How to restore a failed Porticor RAID on Windows Server
Software RAID on Windows is usually very reliable. One reason for a RAID failure is if you restart an entire array within a short amount of time, and Windows cannot ensure that the array members are still in sync.
Don't panic! Let's try to analyse the current state of your Porticor disks RAID array and figure out how to fix the "Failed Redundancy" error you are seeing.
First and foremost: can you still access your data? Unless you are dealing with a very unlikely scenario where every one of your RAID disks failed, you should still be able to access the information and as such perform the most crucial step of all - backup your data.
Simple recovery: Open the "Storage" tab under "Computer Management" and see if both of your disks appear as "Online" but with "Failed Redundancy" error, e.g.:
Right click one of the disks and perform "Reactivate Volume". This will begin the mirroring and resynchronizing procedure. This is a rather lengthy process and may take a couple of days for especially large disks. Note that the time depends on the size of the disks, and not on the disk space in actual use.
Once this procedure completes, your RAID is back to being fully operational.
Advanced recovery: In case your scenario is not as easily fixable, let's go over some basics first.
Step 1: Make sure all the relevant Porticor Virtual Appliances which hosted the RAID are online and operational. Look under the "Protected File Systems" category and make sure the disks list "Available for secure use" as their status.
Step 2: Click "use it" and look for a string beginning with "--targetname ign...", e.g.:
Step 3: Make sure "iSCSI Initiator" reports this target as connected.
Step 4: Open the "Storage" tab under "Computer Management" and see if you can spot one of your previous RAID disks as "Foreign".
Here we see Disk 3 as "Foreign" and Disk 4 as "Online" but with "Failed Redundancy" error. This means that the system is missing crucial information about Disk 3, while Disk 4 is active and available, but no longer has the RAID safeguard as before.
Note: It is important to note that I will keep referring to Disk 3 (the "Foreign" missing disk) and Disk 4 (the "Online" active one) but in your system those numbers may wary.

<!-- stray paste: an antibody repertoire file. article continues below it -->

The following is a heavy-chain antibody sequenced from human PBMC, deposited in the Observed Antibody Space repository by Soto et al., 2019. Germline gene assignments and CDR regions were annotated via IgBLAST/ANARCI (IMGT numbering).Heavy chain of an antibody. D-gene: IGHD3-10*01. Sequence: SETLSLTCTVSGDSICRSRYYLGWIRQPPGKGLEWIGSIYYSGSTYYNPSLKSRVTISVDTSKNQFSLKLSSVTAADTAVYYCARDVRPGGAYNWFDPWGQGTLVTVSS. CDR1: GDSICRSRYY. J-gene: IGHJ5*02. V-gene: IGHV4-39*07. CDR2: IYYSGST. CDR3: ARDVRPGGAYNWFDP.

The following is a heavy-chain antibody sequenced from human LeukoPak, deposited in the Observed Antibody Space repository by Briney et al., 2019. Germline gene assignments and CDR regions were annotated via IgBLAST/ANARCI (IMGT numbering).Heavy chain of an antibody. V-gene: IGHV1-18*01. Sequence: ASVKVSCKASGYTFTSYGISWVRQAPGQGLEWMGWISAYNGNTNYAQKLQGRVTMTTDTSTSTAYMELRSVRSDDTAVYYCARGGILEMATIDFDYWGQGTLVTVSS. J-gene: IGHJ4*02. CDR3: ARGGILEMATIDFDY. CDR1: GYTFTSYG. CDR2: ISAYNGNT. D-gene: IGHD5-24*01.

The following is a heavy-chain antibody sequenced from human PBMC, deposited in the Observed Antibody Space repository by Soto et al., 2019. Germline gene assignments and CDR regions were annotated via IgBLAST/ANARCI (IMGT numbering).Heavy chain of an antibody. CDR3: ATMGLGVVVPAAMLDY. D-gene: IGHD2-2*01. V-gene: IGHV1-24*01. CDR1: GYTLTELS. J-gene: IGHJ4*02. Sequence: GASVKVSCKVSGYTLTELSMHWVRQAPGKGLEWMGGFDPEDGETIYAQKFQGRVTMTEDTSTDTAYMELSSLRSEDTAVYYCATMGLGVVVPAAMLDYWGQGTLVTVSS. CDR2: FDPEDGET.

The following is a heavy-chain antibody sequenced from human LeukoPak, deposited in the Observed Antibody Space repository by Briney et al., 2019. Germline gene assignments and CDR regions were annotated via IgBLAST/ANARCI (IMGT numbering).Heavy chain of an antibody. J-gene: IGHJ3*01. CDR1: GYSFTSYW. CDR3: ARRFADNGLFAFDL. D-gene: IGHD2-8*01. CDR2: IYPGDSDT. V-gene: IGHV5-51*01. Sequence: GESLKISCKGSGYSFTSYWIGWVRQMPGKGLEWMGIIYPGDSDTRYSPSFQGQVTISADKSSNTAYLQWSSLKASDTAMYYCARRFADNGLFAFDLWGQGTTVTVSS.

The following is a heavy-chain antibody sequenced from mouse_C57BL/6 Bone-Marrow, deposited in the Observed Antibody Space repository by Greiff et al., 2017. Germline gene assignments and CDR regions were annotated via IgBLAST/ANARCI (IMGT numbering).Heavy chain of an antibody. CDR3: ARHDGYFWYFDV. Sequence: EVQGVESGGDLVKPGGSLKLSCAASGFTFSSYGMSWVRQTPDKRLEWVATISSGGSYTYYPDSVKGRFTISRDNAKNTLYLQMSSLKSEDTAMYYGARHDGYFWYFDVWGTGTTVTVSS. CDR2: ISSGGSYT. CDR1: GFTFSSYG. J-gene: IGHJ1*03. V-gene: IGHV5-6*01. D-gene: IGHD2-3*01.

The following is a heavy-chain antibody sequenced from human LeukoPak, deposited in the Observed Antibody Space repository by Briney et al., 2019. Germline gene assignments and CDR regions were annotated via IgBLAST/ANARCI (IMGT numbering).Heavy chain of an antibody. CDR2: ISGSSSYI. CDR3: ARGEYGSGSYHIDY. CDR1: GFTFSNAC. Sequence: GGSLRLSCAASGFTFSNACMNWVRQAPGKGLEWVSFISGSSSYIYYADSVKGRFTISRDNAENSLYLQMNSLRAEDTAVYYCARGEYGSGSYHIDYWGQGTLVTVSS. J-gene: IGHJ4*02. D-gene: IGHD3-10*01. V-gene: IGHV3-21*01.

Step 5: In case you spot one of your disks as "Foreign" perform "Import Foreign Disks" by right clicking it and selecting the appropriate option. This will result in the "Foreign" disk being restored to “Healthy” state and getting a new drive letter. Your "Online" disk should no longer report "Failed Redundancy" and be "Healthy" as well. The ambiguity of missing its RAID mirror is cleared, and they are now both available to us (albeit as different disks).
Unfortunately, in this scenario Disk 3 is no longer a mirror to Disk 4, and we need to rebuild the RAID by creating a fresh mirror to Disk 4. You can use a new disk or even reuse Disk 3. If you choose to do so, make sure you have a recent backup and Disk 3 is available and healthy.
Step 6: Delete the current volume on Disk 3, by right clicking and selecting the appropriate option. Once done, the disk becomes "unallocated":
Step 7: Now we can recreate our RAID. Right click Disk 4, choose "Add Mirror", and select Disk 3:
The system will begin with the mirroring and resynchronizing procedure. This is a rather lengthy process and may take a couple of days for especially large disks. Note that the time depends on the size of the disks, and not on the disk space in actual use. The following screenshot is taken mid-process and shows the current disk performance, Disk 4 is being read, and Disk 3 is being written into.
- This guide was tested using Windows Server 2012.